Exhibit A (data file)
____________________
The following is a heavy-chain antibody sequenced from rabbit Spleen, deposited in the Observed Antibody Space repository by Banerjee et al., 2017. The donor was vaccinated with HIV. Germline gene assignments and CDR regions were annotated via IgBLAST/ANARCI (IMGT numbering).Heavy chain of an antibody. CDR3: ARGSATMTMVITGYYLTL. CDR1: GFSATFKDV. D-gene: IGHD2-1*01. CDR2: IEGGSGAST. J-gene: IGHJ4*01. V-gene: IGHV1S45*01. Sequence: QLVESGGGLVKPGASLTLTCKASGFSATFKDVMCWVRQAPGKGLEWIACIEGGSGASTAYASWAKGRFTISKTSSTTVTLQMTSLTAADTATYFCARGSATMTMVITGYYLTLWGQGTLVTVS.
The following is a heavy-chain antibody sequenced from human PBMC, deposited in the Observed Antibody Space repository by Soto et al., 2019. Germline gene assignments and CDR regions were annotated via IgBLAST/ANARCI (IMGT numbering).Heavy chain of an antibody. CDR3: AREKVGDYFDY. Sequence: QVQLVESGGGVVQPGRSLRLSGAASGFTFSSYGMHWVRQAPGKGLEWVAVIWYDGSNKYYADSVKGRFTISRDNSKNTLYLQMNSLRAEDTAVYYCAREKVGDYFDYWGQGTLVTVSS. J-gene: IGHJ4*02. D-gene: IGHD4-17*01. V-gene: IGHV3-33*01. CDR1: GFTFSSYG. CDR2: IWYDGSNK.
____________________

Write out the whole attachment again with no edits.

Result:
The following is a heavy-chain antibody sequenced from rabbit Spleen, deposited in the Observed Antibody Space repository by Banerjee et al., 2017. The donor was vaccinated with HIV. Germline gene assignments and CDR regions were annotated via IgBLAST/ANARCI (IMGT numbering).Heavy chain of an antibody. CDR3: ARGSATMTMVITGYYLTL. CDR1: GFSATFKDV. D-gene: IGHD2-1*01. CDR2: IEGGSGAST. J-gene: IGHJ4*01. V-gene: IGHV1S45*01. Sequence: QLVESGGGLVKPGASLTLTCKASGFSATFKDVMCWVRQAPGKGLEWIACIEGGSGASTAYASWAKGRFTISKTSSTTVTLQMTSLTAADTATYFCARGSATMTMVITGYYLTLWGQGTLVTVS.
The following is a heavy-chain antibody sequenced from human PBMC, deposited in the Observed Antibody Space repository by Soto et al., 2019. Germline gene assignments and CDR regions were annotated via IgBLAST/ANARCI (IMGT numbering).Heavy chain of an antibody. CDR3: AREKVGDYFDY. Sequence: QVQLVESGGGVVQPGRSLRLSGAASGFTFSSYGMHWVRQAPGKGLEWVAVIWYDGSNKYYADSVKGRFTISRDNSKNTLYLQMNSLRAEDTAVYYCAREKVGDYFDYWGQGTLVTVSS. J-gene: IGHJ4*02. D-gene: IGHD4-17*01. V-gene: IGHV3-33*01. CDR1: GFTFSSYG. CDR2: IWYDGSNK.